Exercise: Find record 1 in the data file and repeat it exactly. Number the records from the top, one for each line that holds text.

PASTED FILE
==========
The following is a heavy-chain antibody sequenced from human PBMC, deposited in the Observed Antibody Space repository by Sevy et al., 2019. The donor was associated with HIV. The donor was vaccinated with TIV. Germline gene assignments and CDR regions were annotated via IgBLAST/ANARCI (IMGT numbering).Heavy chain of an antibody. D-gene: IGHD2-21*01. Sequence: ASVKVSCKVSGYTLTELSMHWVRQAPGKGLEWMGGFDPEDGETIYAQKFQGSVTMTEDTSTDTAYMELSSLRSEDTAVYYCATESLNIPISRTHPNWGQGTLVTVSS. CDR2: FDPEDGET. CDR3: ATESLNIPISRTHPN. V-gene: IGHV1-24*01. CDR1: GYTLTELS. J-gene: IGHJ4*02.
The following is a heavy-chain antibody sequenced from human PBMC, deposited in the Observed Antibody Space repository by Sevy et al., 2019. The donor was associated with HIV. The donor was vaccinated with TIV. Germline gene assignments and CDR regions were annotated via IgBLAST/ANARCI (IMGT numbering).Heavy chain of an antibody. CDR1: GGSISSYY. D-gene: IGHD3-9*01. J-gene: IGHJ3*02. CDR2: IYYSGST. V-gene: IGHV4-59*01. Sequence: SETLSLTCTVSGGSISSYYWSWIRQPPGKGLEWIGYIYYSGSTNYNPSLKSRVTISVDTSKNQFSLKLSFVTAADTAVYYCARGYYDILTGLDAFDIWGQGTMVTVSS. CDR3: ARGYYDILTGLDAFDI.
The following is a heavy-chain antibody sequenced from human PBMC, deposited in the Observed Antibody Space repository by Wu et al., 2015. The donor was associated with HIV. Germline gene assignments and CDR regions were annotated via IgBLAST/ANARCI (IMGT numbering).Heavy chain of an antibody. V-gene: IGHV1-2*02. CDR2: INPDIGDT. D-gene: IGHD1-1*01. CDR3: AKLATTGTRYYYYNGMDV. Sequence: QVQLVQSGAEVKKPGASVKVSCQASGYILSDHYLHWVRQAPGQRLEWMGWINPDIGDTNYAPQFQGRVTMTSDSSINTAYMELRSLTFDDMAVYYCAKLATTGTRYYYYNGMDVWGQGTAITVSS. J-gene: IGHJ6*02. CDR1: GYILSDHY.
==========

The following is a heavy-chain antibody sequenced from human PBMC, deposited in the Observed Antibody Space repository by Sevy et al., 2019. The donor was associated with HIV. The donor was vaccinated with TIV. Germline gene assignments and CDR regions were annotated via IgBLAST/ANARCI (IMGT numbering).Heavy chain of an antibody. D-gene: IGHD2-21*01. Sequence: ASVKVSCKVSGYTLTELSMHWVRQAPGKGLEWMGGFDPEDGETIYAQKFQGSVTMTEDTSTDTAYMELSSLRSEDTAVYYCATESLNIPISRTHPNWGQGTLVTVSS. CDR2: FDPEDGET. CDR3: ATESLNIPISRTHPN. V-gene: IGHV1-24*01. CDR1: GYTLTELS. J-gene: IGHJ4*02.